I went for a manuscript review last week with the writer in residence at the CPL. His name is Bruce Hunter, and within 5 minutes I felt like I had made a new friend. We really hit it off. We even graduated from the same high school, although he was a few years ahead of me. I savour happy coincidences like that.
The first thing he asked me was, “Who edited “What Happened to Grandma?”
“Nobody. I just wrote it and proofread it myself. Made a few revisions…”
“OK, then we don’t need to talk about writing. We need to talk about how to get your work out there and noticed. Your prose is clean. It has a sweetness and musicality to it. I wouldn’t discount pursuing the literary side of things. Do you write poetry?”
He gave me a couple of pointers and related some of his own experiences, then we talked about other things that were peripherally related to writing.
It’s nice when friends compliment my writing, but it’s not completely unexpected. Most of the reason that we’re friends is because we have shared tastes and values. We like the same music, movies, and books. I like the paintings and songs they make. They like my writing. It makes sense. With no disrespect to my friends intended, it’s more satisfying when a stranger enjoys my writing. When a stranger finds my writing to be well done, it’s purely an opinion based on the writing. They know nothing about me. The writing stands alone, and is judged on its own merit. I find that to be extremely gratifying.
I like writers and painters and musicians and comedians and actors. They’re my tribe. They contribute things to humanity that are so much more robust and meaningful than fat bank account balances. Some have money, some don’t, but ultimately it doesn’t matter to me. Their creative ideas are what interests me.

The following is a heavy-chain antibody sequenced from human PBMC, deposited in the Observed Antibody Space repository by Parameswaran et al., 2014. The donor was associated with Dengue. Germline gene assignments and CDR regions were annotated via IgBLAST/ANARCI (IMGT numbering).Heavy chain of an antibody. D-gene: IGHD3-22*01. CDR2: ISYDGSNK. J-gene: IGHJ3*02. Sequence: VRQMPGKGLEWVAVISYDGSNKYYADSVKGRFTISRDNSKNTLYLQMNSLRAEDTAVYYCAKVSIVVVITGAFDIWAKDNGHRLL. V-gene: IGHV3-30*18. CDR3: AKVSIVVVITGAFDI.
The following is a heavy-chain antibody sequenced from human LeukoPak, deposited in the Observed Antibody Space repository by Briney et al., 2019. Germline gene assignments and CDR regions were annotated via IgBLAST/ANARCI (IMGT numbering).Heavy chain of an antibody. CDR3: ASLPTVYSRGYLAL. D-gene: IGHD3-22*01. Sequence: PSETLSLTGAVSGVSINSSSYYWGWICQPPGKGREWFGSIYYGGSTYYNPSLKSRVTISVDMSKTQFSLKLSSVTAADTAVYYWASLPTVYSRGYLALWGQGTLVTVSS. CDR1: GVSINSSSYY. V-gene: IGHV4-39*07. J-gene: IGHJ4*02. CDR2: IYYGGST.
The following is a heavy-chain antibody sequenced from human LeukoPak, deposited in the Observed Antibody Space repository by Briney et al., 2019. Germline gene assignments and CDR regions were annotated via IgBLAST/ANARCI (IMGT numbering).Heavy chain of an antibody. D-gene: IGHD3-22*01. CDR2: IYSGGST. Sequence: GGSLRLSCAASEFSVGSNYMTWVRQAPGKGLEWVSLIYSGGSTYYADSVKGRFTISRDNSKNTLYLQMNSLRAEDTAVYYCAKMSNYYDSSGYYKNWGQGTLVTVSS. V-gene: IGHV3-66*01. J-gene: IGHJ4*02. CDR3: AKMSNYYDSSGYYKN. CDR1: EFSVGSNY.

Business people don’t make any sense to me, and I’ve accepted that I’ll never fit in with them. I find their motivations to be incomprehensible, and so having an interesting conversation with them is all but impossible*1That’s why small talk is so important in business settings. I don’t give a shit if they hit their quarterly sales targets. I don’t give a shit how much revenue is being generated. That stuff seems shallow to me. Their uniforms*2Business suits and dreary hair styles are dull and predictable, perfectly reflecting their utter lack of imagination. Making money just for the sake of making money is a concept I can’t wrap my head around.
Tip of the hat to you if you make things for the love of it. Please keep building your model railways. Keep painting one-of-a-kind christmas ornaments. Keep playing your guitar for people. Keep making comic books. You are making the world a richer and immeasurably more interesting place.
I wrote this post entirely with my left hand. Alice has developed the habit of having me hold her chewy toys while she gnaws on them. Good thing I’m ambidextrous.
Footnotes [ + ]
|1.||↑||That’s why small talk is so important in business settings|
|2.||↑||Business suits and dreary hair styles|